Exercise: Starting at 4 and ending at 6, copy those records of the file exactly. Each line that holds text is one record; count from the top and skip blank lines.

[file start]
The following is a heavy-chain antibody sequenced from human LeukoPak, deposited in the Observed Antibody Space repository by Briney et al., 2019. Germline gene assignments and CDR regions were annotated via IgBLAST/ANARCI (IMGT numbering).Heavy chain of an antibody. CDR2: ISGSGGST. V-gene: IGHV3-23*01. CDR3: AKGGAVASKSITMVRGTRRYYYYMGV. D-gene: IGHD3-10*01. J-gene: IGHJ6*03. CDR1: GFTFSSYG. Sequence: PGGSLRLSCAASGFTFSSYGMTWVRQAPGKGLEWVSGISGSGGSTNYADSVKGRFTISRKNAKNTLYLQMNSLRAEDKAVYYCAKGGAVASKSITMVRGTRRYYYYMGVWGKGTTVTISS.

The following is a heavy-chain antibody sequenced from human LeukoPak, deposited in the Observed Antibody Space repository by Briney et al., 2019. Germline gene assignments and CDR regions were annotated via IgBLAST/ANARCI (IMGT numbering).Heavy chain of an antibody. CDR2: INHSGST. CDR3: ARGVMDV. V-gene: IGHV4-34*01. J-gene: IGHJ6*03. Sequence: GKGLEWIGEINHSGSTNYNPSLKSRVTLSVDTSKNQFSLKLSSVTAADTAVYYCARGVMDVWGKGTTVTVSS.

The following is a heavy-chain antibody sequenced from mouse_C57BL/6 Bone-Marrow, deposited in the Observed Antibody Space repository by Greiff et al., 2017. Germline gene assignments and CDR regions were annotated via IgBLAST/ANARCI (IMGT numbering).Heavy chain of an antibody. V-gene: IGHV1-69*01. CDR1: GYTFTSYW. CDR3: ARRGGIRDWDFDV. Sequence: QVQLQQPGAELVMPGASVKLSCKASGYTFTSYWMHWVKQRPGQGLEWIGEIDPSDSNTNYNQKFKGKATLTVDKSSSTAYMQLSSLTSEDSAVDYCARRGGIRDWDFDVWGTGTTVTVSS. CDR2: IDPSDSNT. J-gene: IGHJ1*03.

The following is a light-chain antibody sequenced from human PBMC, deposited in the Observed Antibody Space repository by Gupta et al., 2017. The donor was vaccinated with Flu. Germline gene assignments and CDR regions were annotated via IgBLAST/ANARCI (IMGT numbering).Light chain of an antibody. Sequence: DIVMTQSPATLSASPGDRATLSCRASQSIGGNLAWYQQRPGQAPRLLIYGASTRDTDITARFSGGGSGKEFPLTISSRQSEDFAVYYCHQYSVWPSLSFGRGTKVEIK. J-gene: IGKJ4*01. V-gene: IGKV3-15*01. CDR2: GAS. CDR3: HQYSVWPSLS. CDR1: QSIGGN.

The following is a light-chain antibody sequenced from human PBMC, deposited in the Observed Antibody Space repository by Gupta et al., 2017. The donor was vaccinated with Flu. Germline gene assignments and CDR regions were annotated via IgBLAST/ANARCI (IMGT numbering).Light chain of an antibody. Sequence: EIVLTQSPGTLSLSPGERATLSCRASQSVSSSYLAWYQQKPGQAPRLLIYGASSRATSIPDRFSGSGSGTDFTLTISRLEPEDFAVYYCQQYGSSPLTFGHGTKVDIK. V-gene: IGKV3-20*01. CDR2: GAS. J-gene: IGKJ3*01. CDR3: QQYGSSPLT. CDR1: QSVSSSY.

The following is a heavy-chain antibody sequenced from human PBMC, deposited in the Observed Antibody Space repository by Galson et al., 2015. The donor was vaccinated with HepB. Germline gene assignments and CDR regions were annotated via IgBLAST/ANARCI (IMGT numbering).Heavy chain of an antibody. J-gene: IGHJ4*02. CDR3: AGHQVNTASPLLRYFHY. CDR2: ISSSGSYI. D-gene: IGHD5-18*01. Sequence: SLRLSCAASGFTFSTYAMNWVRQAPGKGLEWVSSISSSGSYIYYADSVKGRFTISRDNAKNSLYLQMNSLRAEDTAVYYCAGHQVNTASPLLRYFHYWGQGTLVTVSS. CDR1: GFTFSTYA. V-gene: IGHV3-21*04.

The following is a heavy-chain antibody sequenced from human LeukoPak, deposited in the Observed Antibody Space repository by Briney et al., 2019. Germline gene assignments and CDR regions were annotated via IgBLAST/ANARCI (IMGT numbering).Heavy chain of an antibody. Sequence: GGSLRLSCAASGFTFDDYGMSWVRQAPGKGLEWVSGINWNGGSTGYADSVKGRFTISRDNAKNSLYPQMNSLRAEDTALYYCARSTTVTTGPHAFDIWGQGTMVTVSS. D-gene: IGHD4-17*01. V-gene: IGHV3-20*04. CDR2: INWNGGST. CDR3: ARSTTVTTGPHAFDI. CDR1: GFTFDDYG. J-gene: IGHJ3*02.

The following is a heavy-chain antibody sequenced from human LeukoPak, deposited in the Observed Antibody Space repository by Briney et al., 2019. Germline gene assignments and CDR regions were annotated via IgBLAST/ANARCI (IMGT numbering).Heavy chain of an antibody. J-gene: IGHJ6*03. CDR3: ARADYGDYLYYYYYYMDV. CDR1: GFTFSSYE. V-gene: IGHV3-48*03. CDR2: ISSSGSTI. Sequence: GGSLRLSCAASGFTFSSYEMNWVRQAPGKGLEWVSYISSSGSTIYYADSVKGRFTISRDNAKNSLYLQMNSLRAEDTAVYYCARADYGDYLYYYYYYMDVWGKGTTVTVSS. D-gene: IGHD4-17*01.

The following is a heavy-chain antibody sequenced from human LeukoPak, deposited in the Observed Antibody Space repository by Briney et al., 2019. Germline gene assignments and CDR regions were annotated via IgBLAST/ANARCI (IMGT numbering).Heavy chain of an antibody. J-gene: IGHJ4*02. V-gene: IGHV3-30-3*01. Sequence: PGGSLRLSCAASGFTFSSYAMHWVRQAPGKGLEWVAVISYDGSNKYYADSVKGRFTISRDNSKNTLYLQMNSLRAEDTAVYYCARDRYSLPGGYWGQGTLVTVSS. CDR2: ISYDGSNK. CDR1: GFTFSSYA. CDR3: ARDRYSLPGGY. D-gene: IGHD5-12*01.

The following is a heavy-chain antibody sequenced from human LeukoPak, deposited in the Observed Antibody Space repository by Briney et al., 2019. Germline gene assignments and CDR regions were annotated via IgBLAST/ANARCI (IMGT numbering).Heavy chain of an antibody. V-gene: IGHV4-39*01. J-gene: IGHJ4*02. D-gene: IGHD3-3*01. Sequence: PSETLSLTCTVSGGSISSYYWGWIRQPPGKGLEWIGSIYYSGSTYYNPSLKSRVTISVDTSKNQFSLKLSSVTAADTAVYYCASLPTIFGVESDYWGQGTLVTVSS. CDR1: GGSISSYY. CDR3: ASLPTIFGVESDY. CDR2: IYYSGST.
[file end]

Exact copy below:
The following is a light-chain antibody sequenced from human PBMC, deposited in the Observed Antibody Space repository by Gupta et al., 2017. The donor was vaccinated with Flu. Germline gene assignments and CDR regions were annotated via IgBLAST/ANARCI (IMGT numbering).Light chain of an antibody. Sequence: DIVMTQSPATLSASPGDRATLSCRASQSIGGNLAWYQQRPGQAPRLLIYGASTRDTDITARFSGGGSGKEFPLTISSRQSEDFAVYYCHQYSVWPSLSFGRGTKVEIK. J-gene: IGKJ4*01. V-gene: IGKV3-15*01. CDR2: GAS. CDR3: HQYSVWPSLS. CDR1: QSIGGN.

The following is a light-chain antibody sequenced from human PBMC, deposited in the Observed Antibody Space repository by Gupta et al., 2017. The donor was vaccinated with Flu. Germline gene assignments and CDR regions were annotated via IgBLAST/ANARCI (IMGT numbering).Light chain of an antibody. Sequence: EIVLTQSPGTLSLSPGERATLSCRASQSVSSSYLAWYQQKPGQAPRLLIYGASSRATSIPDRFSGSGSGTDFTLTISRLEPEDFAVYYCQQYGSSPLTFGHGTKVDIK. V-gene: IGKV3-20*01. CDR2: GAS. J-gene: IGKJ3*01. CDR3: QQYGSSPLT. CDR1: QSVSSSY.

The following is a heavy-chain antibody sequenced from human PBMC, deposited in the Observed Antibody Space repository by Galson et al., 2015. The donor was vaccinated with HepB. Germline gene assignments and CDR regions were annotated via IgBLAST/ANARCI (IMGT numbering).Heavy chain of an antibody. J-gene: IGHJ4*02. CDR3: AGHQVNTASPLLRYFHY. CDR2: ISSSGSYI. D-gene: IGHD5-18*01. Sequence: SLRLSCAASGFTFSTYAMNWVRQAPGKGLEWVSSISSSGSYIYYADSVKGRFTISRDNAKNSLYLQMNSLRAEDTAVYYCAGHQVNTASPLLRYFHYWGQGTLVTVSS. CDR1: GFTFSTYA. V-gene: IGHV3-21*04.